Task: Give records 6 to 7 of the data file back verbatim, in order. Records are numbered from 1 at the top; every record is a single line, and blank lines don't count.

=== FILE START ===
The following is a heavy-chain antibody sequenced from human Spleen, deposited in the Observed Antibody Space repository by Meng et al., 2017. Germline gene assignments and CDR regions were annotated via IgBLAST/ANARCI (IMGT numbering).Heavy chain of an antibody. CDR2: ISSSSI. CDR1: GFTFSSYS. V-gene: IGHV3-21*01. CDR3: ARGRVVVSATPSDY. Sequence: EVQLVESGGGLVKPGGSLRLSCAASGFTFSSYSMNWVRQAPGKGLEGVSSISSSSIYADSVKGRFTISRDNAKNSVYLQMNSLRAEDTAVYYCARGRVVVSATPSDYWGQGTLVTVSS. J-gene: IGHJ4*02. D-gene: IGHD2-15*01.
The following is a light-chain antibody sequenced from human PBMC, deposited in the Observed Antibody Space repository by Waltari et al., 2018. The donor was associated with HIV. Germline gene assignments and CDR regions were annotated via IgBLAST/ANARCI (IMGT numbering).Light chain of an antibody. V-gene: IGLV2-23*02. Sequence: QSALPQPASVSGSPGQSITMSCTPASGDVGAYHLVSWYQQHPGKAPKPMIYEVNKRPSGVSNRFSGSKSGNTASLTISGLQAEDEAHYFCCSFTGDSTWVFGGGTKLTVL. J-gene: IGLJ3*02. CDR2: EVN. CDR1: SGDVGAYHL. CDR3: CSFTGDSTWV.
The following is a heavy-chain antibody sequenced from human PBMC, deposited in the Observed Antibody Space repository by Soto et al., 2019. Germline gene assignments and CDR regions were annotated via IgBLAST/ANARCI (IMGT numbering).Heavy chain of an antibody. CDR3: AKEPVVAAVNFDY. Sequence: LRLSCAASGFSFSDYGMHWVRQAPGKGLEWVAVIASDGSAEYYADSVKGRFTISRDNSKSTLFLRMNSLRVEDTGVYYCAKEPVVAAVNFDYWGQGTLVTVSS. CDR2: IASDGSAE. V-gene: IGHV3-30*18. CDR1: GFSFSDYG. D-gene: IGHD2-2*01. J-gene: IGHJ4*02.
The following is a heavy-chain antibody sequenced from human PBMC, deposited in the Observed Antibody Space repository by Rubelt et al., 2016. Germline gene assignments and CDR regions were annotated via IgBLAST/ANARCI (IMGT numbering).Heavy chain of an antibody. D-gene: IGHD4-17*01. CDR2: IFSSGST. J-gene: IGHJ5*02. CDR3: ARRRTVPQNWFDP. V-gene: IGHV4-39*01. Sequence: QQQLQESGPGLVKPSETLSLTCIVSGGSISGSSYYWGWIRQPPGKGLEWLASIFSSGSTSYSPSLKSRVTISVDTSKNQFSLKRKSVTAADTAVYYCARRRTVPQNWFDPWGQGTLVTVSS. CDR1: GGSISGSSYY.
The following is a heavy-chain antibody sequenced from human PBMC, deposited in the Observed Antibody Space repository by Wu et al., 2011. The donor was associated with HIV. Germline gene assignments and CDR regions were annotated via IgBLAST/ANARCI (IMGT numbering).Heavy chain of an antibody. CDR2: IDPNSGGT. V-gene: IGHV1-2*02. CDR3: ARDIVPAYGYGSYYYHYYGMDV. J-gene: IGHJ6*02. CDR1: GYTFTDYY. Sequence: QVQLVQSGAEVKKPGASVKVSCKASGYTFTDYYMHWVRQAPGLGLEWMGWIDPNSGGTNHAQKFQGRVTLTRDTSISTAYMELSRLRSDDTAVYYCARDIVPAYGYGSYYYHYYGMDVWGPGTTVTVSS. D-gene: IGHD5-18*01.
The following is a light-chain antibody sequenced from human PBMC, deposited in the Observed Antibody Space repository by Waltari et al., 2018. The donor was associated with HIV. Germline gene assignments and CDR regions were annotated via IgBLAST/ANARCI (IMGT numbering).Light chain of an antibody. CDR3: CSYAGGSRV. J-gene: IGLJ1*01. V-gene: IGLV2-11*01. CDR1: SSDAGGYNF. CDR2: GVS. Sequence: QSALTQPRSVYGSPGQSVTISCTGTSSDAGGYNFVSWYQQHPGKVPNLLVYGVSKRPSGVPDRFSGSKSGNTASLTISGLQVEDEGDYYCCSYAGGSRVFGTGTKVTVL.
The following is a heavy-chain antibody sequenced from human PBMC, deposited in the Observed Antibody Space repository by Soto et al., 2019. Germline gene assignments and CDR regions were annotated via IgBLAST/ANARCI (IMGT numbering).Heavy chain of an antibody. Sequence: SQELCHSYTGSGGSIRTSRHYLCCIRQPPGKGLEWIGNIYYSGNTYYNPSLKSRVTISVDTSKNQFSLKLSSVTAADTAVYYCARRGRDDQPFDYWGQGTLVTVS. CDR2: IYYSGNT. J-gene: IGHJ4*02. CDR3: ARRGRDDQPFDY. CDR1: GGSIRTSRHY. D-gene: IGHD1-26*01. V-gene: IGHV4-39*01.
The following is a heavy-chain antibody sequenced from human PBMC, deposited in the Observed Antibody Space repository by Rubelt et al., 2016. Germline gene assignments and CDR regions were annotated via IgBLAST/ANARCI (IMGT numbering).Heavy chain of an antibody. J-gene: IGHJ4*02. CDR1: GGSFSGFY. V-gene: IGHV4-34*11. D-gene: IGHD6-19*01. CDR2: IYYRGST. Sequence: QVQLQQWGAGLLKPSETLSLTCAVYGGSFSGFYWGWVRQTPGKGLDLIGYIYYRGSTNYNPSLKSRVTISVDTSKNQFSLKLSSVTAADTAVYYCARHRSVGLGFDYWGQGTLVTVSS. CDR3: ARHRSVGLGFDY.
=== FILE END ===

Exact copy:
The following is a light-chain antibody sequenced from human PBMC, deposited in the Observed Antibody Space repository by Waltari et al., 2018. The donor was associated with HIV. Germline gene assignments and CDR regions were annotated via IgBLAST/ANARCI (IMGT numbering).Light chain of an antibody. CDR3: CSYAGGSRV. J-gene: IGLJ1*01. V-gene: IGLV2-11*01. CDR1: SSDAGGYNF. CDR2: GVS. Sequence: QSALTQPRSVYGSPGQSVTISCTGTSSDAGGYNFVSWYQQHPGKVPNLLVYGVSKRPSGVPDRFSGSKSGNTASLTISGLQVEDEGDYYCCSYAGGSRVFGTGTKVTVL.
The following is a heavy-chain antibody sequenced from human PBMC, deposited in the Observed Antibody Space repository by Soto et al., 2019. Germline gene assignments and CDR regions were annotated via IgBLAST/ANARCI (IMGT numbering).Heavy chain of an antibody. Sequence: SQELCHSYTGSGGSIRTSRHYLCCIRQPPGKGLEWIGNIYYSGNTYYNPSLKSRVTISVDTSKNQFSLKLSSVTAADTAVYYCARRGRDDQPFDYWGQGTLVTVS. CDR2: IYYSGNT. J-gene: IGHJ4*02. CDR3: ARRGRDDQPFDY. CDR1: GGSIRTSRHY. D-gene: IGHD1-26*01. V-gene: IGHV4-39*01.